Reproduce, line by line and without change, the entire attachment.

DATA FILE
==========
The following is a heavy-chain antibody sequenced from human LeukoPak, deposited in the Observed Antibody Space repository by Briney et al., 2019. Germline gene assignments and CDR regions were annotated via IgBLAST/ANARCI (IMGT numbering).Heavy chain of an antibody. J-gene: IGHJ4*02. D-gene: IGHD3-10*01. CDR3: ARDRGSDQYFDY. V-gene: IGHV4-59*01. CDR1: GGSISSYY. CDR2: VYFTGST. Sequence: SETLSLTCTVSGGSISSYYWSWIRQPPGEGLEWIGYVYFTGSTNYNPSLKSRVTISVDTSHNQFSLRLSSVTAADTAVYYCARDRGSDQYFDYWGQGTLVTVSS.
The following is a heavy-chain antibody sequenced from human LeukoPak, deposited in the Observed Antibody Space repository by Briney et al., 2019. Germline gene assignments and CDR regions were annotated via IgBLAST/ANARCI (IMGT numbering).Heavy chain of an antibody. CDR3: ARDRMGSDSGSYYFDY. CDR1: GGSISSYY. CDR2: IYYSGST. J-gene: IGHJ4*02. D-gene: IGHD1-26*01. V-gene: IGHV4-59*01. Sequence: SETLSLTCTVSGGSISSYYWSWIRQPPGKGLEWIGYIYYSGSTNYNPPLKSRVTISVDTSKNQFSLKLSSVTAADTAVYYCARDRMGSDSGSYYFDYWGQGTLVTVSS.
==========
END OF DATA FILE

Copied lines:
The following is a heavy-chain antibody sequenced from human LeukoPak, deposited in the Observed Antibody Space repository by Briney et al., 2019. Germline gene assignments and CDR regions were annotated via IgBLAST/ANARCI (IMGT numbering).Heavy chain of an antibody. J-gene: IGHJ4*02. D-gene: IGHD3-10*01. CDR3: ARDRGSDQYFDY. V-gene: IGHV4-59*01. CDR1: GGSISSYY. CDR2: VYFTGST. Sequence: SETLSLTCTVSGGSISSYYWSWIRQPPGEGLEWIGYVYFTGSTNYNPSLKSRVTISVDTSHNQFSLRLSSVTAADTAVYYCARDRGSDQYFDYWGQGTLVTVSS.
The following is a heavy-chain antibody sequenced from human LeukoPak, deposited in the Observed Antibody Space repository by Briney et al., 2019. Germline gene assignments and CDR regions were annotated via IgBLAST/ANARCI (IMGT numbering).Heavy chain of an antibody. CDR3: ARDRMGSDSGSYYFDY. CDR1: GGSISSYY. CDR2: IYYSGST. J-gene: IGHJ4*02. D-gene: IGHD1-26*01. V-gene: IGHV4-59*01. Sequence: SETLSLTCTVSGGSISSYYWSWIRQPPGKGLEWIGYIYYSGSTNYNPPLKSRVTISVDTSKNQFSLKLSSVTAADTAVYYCARDRMGSDSGSYYFDYWGQGTLVTVSS.